Home Appraisals: A PrimerOne's home purchase is the largest investment many of us will ever consider. It doesn't matter if it's a primary residence, a seasonal vacation property or a rental fixer upper, purchasing real property is an involved transaction that requires multiple parties to make it all happen.
Most of the participants are very familiar. The most recognizable person in the exchange is the real estate agent. Then, the mortgage company provides the money required to bankroll the deal. Ensuring all aspects of the sale are completed and that the title is clear to pass from the seller to the purchaser is the title company.
So what party is responsible for making sure the value of the property is consistent with the purchase price? In comes the appraiser. We provide an unbiased opinion of what a buyer might expect to pay - or a seller receive - for a property, where both buyer and seller are informed parties. A professional South Carolina licensed appraiser from Certified Appraisals will ensure you as an interested party are informed.
The inspection is where an appraisal startsTo ascertain the true status of the property, it's our duty to first conduct a thorough inspection. We must physically see aspects of the property, such as the number of bedrooms and bathrooms, the location, amenities, etc., to ensure they really are there and are in the shape a reasonable person would expect them to be. The inspection often includes a sketch of the floor plan, ensuring the square footage is accurate and conveying the layout of the property. Most importantly, we look for any obvious features - or defects - that would affect the value of the house.
After the inspection, an appraiser employs two or three approaches when determining the value of real property: sales comparison and, in the case of a rental property, an income approach.
Cost ApproachThis is where the appraiser uses information on local construction costs, the cost of labor and other factors to ascertain how much it would cost to construct a property nearly identical to the one being appraised. This figure usually sets the upper limit on what a property would sell for. It's also the least used method.
Sales ComparisonAppraisers are intimately familiar with the communities in which they appraise. We innately understand the value of particular features to the homeowners of that area. Then, the appraiser researches recent transactions in the neighborhood and finds properties which are 'comparable' to the real estate in question. By assigning a dollar value to certain items such as square footage, additional bathrooms, hardwood floors, fireplaces or view lots (just to name a few), we add or subtract from each comparable's sales price so that they are more accurately in line with the features of subject.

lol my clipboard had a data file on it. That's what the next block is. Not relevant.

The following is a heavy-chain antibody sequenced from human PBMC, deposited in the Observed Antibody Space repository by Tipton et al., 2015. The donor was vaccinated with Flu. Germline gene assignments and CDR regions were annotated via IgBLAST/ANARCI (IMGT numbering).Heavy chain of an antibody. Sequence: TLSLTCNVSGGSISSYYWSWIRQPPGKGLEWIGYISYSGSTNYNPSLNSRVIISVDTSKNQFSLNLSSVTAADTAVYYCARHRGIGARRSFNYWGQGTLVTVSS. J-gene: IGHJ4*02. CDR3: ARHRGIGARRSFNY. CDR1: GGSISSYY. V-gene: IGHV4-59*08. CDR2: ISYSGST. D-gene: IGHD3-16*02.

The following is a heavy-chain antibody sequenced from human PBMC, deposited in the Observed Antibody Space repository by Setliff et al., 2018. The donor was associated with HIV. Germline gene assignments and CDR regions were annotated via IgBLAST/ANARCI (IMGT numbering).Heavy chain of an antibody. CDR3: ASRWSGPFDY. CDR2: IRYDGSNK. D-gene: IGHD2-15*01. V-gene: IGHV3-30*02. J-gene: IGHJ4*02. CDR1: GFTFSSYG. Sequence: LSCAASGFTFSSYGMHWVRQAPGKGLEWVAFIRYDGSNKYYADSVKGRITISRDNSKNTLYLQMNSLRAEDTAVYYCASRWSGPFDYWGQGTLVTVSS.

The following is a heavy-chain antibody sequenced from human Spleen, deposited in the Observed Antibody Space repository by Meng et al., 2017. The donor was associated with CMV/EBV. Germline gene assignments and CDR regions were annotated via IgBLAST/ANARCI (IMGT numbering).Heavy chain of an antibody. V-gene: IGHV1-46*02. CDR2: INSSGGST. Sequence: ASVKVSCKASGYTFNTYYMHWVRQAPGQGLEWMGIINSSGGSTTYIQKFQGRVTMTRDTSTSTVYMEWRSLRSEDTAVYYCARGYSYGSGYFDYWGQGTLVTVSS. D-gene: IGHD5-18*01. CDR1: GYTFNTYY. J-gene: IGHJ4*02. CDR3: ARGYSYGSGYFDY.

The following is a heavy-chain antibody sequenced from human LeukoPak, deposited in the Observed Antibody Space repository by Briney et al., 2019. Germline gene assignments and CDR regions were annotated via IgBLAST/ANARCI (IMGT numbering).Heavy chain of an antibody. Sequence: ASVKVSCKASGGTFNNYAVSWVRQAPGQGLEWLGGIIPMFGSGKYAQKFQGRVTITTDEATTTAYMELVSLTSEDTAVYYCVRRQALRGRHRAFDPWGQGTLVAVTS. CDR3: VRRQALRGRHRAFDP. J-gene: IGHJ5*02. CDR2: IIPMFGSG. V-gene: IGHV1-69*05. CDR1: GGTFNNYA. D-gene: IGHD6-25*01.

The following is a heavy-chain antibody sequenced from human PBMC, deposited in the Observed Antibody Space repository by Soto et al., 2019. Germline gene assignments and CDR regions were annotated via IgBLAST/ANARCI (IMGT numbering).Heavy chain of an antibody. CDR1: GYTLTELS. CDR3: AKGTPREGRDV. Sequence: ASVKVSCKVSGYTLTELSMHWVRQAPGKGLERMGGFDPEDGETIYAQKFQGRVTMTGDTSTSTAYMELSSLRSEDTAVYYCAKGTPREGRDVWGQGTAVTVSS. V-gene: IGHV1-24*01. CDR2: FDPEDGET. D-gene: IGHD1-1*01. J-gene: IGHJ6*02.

Valuation Using the Income ApproachIn the case of income producing properties - rental houses for example - we may use a third approach to value. In this case, the amount of income the real estate yields is factored in with income produced by similar properties to determine the current value.
Putting It All TogetherCombining information from all applicable approaches, the appraiser is then ready to put down an estimated market value for the subject property. The estimate of value on the appraisal report is not always the final sales price even though it is likely the best indication of what a property is worth. There are always mitigating factors such as seller motivation, urgency or 'bidding wars' that may adjust an offer or listing price up or down. Regardless, the appraised value is typically employed as a guideline for lenders who don't want to loan a buyer more money than they could get back in the event they had to sell the property again. At the end of the day: An appraiser from Certified Appraisals will help you attain the most accurate property value, so you can make wise real estate decisions.